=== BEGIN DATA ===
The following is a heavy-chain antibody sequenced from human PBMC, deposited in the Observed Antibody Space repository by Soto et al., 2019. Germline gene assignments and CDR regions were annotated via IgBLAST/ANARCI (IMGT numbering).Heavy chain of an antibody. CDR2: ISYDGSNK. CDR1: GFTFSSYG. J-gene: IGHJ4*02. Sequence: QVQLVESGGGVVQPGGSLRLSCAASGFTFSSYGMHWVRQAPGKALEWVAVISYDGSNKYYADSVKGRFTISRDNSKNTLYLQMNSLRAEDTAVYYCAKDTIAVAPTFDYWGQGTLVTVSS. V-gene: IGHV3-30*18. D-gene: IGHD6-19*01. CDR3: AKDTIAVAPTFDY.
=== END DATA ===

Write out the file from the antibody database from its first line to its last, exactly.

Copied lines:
The following is a heavy-chain antibody sequenced from human PBMC, deposited in the Observed Antibody Space repository by Soto et al., 2019. Germline gene assignments and CDR regions were annotated via IgBLAST/ANARCI (IMGT numbering).Heavy chain of an antibody. CDR2: ISYDGSNK. CDR1: GFTFSSYG. J-gene: IGHJ4*02. Sequence: QVQLVESGGGVVQPGGSLRLSCAASGFTFSSYGMHWVRQAPGKALEWVAVISYDGSNKYYADSVKGRFTISRDNSKNTLYLQMNSLRAEDTAVYYCAKDTIAVAPTFDYWGQGTLVTVSS. V-gene: IGHV3-30*18. D-gene: IGHD6-19*01. CDR3: AKDTIAVAPTFDY.